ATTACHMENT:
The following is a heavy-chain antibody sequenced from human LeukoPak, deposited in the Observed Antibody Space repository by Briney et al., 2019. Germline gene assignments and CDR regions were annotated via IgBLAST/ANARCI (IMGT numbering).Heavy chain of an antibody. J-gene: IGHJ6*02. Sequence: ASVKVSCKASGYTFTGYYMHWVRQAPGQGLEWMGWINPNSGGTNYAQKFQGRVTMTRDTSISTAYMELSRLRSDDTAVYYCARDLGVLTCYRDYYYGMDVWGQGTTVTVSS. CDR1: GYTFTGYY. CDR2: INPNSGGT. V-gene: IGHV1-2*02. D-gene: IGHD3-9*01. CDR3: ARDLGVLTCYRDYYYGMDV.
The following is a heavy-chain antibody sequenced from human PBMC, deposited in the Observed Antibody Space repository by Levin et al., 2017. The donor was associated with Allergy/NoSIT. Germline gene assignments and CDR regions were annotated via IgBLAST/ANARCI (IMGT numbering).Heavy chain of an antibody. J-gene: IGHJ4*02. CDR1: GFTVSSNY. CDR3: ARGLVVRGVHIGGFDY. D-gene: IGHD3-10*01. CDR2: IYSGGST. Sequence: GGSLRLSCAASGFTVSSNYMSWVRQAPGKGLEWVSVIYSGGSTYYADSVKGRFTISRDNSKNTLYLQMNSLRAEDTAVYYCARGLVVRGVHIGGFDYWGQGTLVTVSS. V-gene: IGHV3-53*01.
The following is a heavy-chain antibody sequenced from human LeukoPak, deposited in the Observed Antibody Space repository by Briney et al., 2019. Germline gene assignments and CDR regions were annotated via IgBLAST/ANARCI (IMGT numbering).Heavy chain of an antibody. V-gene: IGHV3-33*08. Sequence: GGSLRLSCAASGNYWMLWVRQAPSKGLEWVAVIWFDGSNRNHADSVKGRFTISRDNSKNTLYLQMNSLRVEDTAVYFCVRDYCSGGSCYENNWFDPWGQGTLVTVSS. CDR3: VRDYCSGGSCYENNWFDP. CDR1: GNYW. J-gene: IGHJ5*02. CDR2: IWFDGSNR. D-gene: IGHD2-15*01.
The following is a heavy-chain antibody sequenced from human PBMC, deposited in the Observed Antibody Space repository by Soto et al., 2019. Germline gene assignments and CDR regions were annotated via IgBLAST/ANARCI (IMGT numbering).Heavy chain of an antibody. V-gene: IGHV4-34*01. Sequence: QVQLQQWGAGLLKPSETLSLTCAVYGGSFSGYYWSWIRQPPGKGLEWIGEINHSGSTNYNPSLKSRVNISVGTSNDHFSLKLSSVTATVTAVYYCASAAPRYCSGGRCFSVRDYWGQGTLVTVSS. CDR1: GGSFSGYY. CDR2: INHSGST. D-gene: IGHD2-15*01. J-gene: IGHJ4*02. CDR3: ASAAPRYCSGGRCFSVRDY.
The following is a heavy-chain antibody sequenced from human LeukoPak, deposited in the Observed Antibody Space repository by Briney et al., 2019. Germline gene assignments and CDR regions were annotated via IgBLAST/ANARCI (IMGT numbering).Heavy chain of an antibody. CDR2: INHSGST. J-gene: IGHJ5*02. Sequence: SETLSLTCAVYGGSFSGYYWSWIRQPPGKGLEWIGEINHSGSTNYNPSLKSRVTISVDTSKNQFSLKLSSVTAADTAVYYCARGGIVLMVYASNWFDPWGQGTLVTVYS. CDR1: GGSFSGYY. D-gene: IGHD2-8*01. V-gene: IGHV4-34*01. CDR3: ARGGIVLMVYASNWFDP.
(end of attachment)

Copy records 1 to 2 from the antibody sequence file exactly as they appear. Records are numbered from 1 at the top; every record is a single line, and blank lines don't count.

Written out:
The following is a heavy-chain antibody sequenced from human LeukoPak, deposited in the Observed Antibody Space repository by Briney et al., 2019. Germline gene assignments and CDR regions were annotated via IgBLAST/ANARCI (IMGT numbering).Heavy chain of an antibody. J-gene: IGHJ6*02. Sequence: ASVKVSCKASGYTFTGYYMHWVRQAPGQGLEWMGWINPNSGGTNYAQKFQGRVTMTRDTSISTAYMELSRLRSDDTAVYYCARDLGVLTCYRDYYYGMDVWGQGTTVTVSS. CDR1: GYTFTGYY. CDR2: INPNSGGT. V-gene: IGHV1-2*02. D-gene: IGHD3-9*01. CDR3: ARDLGVLTCYRDYYYGMDV.
The following is a heavy-chain antibody sequenced from human PBMC, deposited in the Observed Antibody Space repository by Levin et al., 2017. The donor was associated with Allergy/NoSIT. Germline gene assignments and CDR regions were annotated via IgBLAST/ANARCI (IMGT numbering).Heavy chain of an antibody. J-gene: IGHJ4*02. CDR1: GFTVSSNY. CDR3: ARGLVVRGVHIGGFDY. D-gene: IGHD3-10*01. CDR2: IYSGGST. Sequence: GGSLRLSCAASGFTVSSNYMSWVRQAPGKGLEWVSVIYSGGSTYYADSVKGRFTISRDNSKNTLYLQMNSLRAEDTAVYYCARGLVVRGVHIGGFDYWGQGTLVTVSS. V-gene: IGHV3-53*01.